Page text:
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Is Your Dog Afraid of Fireworks or Thunderstorms?

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I received today an article from the ASPCA about helping dogs who are afraid of thunderstorms. While we have the occasional violent thunderstorm here in paradise, a much more common fear for Hawaii dogs is that of fireworks. It occurs to me that some of these tips might also work in helping our dogs cope with the Fourth of July and New Year’s Eve holidays.

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Picture this: As the skies darken overhead, an otherwise amiable dog is panting and pacing around the house with his tail tucked between his legs. When the first crash of thunder hits, he bolts into the bathroom and curls up tightly in the tub, where he remains, panting and trembling, until the storm passes. Sound familiar? Does your dog behave this way during storms? Not to worry, pet parents, the ASPCA has some advice for helping your pooch overcome his fear.

Any dog can develop a fear of thunderstorms, but herding breeds seem more susceptible to developing noise phobias. Age is another risk factor: Dogs who are afraid of thunderstorms can become more distressed with each successive season, so it’s smart to start working with your dog as soon as you notice his fearful behavior. If your adult dog has suddenly become afraid of storms, please start with a visit to your vet. A sick dog may become more sensitive to sounds, and no amount of behavior modification will help if your dog’s fear is medically based.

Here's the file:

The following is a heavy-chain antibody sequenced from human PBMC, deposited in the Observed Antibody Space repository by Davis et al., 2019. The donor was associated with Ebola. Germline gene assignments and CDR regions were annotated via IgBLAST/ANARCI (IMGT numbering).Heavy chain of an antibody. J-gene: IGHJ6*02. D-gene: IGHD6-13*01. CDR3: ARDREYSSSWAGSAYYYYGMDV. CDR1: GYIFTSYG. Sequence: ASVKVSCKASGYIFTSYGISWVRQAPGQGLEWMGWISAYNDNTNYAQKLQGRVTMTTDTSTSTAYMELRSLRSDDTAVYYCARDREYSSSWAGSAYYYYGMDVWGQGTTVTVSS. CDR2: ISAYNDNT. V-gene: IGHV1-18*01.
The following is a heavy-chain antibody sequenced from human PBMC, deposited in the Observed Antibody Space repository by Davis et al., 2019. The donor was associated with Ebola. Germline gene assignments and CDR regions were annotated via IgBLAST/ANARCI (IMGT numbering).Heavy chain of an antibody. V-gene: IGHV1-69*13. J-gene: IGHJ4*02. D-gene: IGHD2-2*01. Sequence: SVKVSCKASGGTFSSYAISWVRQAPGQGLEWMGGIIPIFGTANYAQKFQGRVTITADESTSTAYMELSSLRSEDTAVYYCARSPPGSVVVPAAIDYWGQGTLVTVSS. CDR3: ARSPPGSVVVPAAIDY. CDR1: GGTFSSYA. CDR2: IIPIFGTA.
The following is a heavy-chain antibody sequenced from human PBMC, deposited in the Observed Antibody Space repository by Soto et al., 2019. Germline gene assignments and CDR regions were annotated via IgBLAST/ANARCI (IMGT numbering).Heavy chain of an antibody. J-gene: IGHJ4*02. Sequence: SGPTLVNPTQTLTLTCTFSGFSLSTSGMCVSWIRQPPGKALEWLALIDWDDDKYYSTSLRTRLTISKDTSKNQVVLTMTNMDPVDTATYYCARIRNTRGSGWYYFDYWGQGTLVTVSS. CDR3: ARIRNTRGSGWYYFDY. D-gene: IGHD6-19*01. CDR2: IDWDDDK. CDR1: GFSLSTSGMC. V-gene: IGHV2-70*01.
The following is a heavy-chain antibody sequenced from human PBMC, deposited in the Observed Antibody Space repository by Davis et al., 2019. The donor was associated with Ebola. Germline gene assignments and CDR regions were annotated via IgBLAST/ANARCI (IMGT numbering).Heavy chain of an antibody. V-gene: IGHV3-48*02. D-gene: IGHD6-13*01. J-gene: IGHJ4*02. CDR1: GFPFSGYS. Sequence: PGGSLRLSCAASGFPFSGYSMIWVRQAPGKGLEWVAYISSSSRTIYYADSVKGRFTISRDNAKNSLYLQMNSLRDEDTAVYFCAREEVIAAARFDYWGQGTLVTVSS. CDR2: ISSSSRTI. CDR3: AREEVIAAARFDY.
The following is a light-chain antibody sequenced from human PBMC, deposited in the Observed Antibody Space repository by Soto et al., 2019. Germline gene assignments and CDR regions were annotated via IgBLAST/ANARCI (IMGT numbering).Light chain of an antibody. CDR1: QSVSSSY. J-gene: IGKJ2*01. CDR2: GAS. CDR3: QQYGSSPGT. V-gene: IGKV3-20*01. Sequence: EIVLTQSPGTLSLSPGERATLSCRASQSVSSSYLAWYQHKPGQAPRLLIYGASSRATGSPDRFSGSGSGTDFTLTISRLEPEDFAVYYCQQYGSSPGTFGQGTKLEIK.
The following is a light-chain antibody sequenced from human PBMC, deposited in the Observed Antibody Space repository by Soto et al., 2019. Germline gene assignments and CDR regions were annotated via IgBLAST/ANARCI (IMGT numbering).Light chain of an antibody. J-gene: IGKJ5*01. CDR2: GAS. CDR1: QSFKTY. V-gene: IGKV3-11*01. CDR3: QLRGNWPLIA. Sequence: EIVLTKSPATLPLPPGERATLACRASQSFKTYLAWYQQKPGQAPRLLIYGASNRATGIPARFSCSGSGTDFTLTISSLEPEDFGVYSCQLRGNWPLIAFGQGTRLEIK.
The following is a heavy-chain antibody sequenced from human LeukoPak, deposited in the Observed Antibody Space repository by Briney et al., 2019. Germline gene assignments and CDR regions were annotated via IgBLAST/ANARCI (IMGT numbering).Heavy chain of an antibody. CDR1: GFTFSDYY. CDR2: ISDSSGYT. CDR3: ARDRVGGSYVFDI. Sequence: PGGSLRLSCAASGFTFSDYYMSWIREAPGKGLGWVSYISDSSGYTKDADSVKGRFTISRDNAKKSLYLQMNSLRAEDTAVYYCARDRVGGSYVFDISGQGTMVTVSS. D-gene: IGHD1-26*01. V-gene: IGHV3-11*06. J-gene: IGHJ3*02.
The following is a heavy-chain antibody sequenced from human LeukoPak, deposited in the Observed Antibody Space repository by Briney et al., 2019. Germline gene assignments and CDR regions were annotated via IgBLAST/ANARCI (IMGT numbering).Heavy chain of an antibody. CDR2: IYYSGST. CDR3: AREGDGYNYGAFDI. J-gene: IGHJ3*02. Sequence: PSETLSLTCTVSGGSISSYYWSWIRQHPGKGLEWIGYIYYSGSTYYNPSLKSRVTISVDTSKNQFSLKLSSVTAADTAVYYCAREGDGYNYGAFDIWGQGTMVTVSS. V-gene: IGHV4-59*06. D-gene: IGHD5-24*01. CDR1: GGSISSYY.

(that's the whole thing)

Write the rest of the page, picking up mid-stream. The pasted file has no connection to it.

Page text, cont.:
Try the following strategies to reduce your dog’s anxiety during storms. For dogs with mild thunderstorm phobia, these tricks may get rid of the problem entirely.

  • Let your dog take refuge inside. Storms aren’t as loud and scary with four walls around you! Bringing your dog into the house also ensures that he won’t try to escape from the yard.
  • Having some human company often calms panicked dogs. If your calm, quiet touch brings him comfort or if he comes to you for security, it’s perfectly fine to pet and reassure him.
  • Try turning on some calming music, a TV or radio, or a fan to muffle storm noises. Shutting the drapes may help if lightning also frightens your dog.
  • More active distractions may help, too. See if your dog will eat from a food-filled toy, such as a stuffed Kong, scatter treats in the house for him to find, or try playing tug or fetch with his favorite toy.

If your dog’s quality of life is seriously impaired by thunderstorms, consider speaking with a vet about anti-anxiety medication. Medication can enhance the effectiveness of other efforts to help your dog cope with his fear. A technique called desensitization and counterconditioning can also help. This technique involves gradually increasing the volume of an audio recording of a thunderstorm to help your dog become accustomed to it, while at the same time associating the sound of thunder with good things, like treats and toys. Additionally, there are a number of products on the market that may help your dog remain calm during storms, including close-fitting body wraps, noise-reducing headphones and herbal remedies.

Help is just around the corner! Please visit the ASPCA’s Virtual Behaviorist for more advice and useful resources.

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